Rafiq Azam, the principal architect at Shatotto.

Alif Breeze apartments in Dhaka, Bangladesh.

South Water Caress in Dhaka, Bangladesh.

At SP Setia headquarters in Kuala Lumpur, Malaysia.

Khazedewan Apartments

Daylight, air, and greenery incorporated into the space.

Khazedewan Apartments in Noor Fatah Lane.

Detail of the exterior at Khazedewan Apartments.

The courtyard around the central pond at SA Residence.

A painting by Rafiq Azam.

A sketch of Bangladesh by Rafiq Azam.

Showcase 30 Nov 2014

The soul and the shell

An in depth conversation on context, culture, and colour with Rafiq Azam, principal architect of Dhaka-based architecture firm, Shatotto. Since its inception in 1995, Shatotto’s focus has been on creating architecture for green living, guided by the underlying philosophy of using Bangladesh’s rich heritage and environment to create responsible architecture for people, communities, and societies.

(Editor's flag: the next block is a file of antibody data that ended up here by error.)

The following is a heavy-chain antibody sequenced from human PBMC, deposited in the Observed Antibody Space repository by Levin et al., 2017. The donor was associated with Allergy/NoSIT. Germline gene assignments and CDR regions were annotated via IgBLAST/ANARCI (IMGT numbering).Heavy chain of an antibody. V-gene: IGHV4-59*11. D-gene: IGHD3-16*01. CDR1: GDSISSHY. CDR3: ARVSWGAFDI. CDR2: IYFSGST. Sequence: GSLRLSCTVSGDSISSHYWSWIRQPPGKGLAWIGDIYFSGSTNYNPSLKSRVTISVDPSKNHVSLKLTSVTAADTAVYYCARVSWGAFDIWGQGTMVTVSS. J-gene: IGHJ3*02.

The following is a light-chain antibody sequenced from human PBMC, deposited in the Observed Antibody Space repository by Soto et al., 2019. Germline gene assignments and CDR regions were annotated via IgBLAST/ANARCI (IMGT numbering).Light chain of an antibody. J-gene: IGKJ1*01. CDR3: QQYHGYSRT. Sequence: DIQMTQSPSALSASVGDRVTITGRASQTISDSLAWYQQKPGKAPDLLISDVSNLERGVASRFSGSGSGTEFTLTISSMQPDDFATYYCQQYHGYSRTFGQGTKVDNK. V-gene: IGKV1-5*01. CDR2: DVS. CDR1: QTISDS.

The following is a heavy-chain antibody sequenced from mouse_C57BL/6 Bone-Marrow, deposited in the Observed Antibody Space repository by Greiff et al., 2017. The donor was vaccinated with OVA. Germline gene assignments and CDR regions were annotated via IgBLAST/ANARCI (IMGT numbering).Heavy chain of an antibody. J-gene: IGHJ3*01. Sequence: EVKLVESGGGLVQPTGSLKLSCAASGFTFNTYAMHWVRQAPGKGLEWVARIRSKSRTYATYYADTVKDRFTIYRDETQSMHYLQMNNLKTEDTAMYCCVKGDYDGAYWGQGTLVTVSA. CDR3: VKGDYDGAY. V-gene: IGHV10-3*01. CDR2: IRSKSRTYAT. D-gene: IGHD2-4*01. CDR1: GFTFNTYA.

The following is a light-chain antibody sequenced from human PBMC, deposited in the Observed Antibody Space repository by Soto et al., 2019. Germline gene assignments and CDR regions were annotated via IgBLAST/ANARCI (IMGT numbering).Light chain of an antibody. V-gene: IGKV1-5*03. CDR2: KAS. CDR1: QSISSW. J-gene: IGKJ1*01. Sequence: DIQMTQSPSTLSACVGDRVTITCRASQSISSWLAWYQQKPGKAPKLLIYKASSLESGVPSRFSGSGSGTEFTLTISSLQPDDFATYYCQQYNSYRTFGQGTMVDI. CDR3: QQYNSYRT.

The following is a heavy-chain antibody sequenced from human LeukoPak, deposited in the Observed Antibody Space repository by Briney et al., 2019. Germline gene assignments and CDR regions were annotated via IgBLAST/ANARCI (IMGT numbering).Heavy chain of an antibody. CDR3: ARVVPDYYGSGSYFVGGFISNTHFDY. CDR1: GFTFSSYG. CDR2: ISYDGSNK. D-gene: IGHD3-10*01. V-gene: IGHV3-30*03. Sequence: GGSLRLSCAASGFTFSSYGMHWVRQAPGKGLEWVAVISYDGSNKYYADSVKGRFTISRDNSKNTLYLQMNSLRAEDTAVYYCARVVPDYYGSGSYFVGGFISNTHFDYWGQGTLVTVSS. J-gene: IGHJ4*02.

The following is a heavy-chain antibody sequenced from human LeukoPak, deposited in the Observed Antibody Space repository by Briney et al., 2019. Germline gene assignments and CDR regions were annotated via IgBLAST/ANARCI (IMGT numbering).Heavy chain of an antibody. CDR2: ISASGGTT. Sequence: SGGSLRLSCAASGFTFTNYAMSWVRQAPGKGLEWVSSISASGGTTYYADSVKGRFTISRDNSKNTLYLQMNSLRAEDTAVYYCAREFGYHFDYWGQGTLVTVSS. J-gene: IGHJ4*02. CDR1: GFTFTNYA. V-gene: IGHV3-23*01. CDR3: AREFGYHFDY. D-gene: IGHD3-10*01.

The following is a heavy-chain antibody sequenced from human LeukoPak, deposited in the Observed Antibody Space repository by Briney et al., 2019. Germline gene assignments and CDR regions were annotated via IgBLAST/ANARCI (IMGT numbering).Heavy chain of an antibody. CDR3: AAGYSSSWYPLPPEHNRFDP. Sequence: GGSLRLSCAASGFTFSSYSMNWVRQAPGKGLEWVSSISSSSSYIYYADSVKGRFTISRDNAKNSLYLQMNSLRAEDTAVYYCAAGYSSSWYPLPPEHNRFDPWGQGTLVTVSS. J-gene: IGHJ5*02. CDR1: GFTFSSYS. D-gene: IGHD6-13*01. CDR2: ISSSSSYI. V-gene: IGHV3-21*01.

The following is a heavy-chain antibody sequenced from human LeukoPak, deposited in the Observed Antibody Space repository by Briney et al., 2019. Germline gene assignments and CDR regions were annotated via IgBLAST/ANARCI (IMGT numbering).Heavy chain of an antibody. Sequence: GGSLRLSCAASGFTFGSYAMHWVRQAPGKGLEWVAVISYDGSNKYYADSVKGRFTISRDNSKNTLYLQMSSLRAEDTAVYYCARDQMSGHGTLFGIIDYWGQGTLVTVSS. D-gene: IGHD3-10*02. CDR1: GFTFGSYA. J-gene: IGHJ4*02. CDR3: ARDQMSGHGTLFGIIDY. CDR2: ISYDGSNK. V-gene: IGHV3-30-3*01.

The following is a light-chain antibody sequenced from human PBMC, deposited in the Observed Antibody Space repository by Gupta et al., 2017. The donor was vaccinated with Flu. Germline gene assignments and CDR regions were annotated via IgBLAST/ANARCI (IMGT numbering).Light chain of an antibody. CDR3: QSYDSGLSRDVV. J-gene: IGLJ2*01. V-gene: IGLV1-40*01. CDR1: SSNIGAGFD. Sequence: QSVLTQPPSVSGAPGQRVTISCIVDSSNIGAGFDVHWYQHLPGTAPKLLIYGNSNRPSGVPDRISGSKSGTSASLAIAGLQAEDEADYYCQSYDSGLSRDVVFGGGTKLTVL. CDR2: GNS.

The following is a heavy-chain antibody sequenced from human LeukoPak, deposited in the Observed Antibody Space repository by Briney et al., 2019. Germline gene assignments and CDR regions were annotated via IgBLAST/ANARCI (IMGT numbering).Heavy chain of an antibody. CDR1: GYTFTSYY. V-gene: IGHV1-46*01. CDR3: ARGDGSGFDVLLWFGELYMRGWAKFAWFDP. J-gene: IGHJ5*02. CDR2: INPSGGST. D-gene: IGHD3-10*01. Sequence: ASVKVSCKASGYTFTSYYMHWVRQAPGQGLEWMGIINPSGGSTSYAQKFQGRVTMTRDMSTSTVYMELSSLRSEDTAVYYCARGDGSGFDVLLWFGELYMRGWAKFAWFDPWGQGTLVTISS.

Rafiq Azam, the principal architect at Shatotto.

What does Shatotto mean, and why did you choose the name to represent your design practice?

The 19th century poet Michael Madhusudan Dutta wrote a poem ‘Kapotaksho Nod’ (River Kapotaksho). While staying in Versailles, France far from his home in Bangladesh, Madhusudan Dutta pondered over the river from his childhood. The first word he mentions in the poem is ‘Shatotto’ which means continuous. It is my belief that creativity is a continuous journey of innovation, hence the name.

How do your roots in Bangladesh and its culture inspire your work and philosophy?